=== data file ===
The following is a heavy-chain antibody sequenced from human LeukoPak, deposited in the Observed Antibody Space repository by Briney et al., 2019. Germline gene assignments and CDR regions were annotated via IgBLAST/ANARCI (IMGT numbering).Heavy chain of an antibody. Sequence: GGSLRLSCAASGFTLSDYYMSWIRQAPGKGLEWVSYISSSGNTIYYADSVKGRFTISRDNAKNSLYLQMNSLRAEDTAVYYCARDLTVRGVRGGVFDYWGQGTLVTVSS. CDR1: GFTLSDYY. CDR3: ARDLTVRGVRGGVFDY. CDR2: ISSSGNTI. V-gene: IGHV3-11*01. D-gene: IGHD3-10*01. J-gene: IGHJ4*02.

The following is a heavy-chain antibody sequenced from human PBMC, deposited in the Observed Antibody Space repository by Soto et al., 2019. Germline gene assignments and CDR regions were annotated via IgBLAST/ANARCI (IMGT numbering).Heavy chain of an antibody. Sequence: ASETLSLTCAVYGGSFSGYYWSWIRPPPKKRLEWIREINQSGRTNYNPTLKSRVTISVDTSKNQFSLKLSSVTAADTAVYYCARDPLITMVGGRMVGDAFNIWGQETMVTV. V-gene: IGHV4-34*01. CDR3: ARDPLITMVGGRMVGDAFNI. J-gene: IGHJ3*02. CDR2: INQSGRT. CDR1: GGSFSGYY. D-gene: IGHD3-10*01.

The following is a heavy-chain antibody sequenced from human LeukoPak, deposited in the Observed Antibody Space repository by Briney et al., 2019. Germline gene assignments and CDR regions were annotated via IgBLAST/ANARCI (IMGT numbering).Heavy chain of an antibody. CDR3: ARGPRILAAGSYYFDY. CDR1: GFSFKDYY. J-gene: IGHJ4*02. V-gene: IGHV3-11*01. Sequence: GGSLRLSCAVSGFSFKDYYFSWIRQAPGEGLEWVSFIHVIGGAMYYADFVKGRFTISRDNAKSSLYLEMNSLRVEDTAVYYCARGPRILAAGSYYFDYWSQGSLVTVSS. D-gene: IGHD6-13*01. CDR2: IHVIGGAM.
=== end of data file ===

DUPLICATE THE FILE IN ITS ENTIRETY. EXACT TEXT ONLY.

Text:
The following is a heavy-chain antibody sequenced from human LeukoPak, deposited in the Observed Antibody Space repository by Briney et al., 2019. Germline gene assignments and CDR regions were annotated via IgBLAST/ANARCI (IMGT numbering).Heavy chain of an antibody. Sequence: GGSLRLSCAASGFTLSDYYMSWIRQAPGKGLEWVSYISSSGNTIYYADSVKGRFTISRDNAKNSLYLQMNSLRAEDTAVYYCARDLTVRGVRGGVFDYWGQGTLVTVSS. CDR1: GFTLSDYY. CDR3: ARDLTVRGVRGGVFDY. CDR2: ISSSGNTI. V-gene: IGHV3-11*01. D-gene: IGHD3-10*01. J-gene: IGHJ4*02.

The following is a heavy-chain antibody sequenced from human PBMC, deposited in the Observed Antibody Space repository by Soto et al., 2019. Germline gene assignments and CDR regions were annotated via IgBLAST/ANARCI (IMGT numbering).Heavy chain of an antibody. Sequence: ASETLSLTCAVYGGSFSGYYWSWIRPPPKKRLEWIREINQSGRTNYNPTLKSRVTISVDTSKNQFSLKLSSVTAADTAVYYCARDPLITMVGGRMVGDAFNIWGQETMVTV. V-gene: IGHV4-34*01. CDR3: ARDPLITMVGGRMVGDAFNI. J-gene: IGHJ3*02. CDR2: INQSGRT. CDR1: GGSFSGYY. D-gene: IGHD3-10*01.

The following is a heavy-chain antibody sequenced from human LeukoPak, deposited in the Observed Antibody Space repository by Briney et al., 2019. Germline gene assignments and CDR regions were annotated via IgBLAST/ANARCI (IMGT numbering).Heavy chain of an antibody. CDR3: ARGPRILAAGSYYFDY. CDR1: GFSFKDYY. J-gene: IGHJ4*02. V-gene: IGHV3-11*01. Sequence: GGSLRLSCAVSGFSFKDYYFSWIRQAPGEGLEWVSFIHVIGGAMYYADFVKGRFTISRDNAKSSLYLEMNSLRVEDTAVYYCARGPRILAAGSYYFDYWSQGSLVTVSS. D-gene: IGHD6-13*01. CDR2: IHVIGGAM.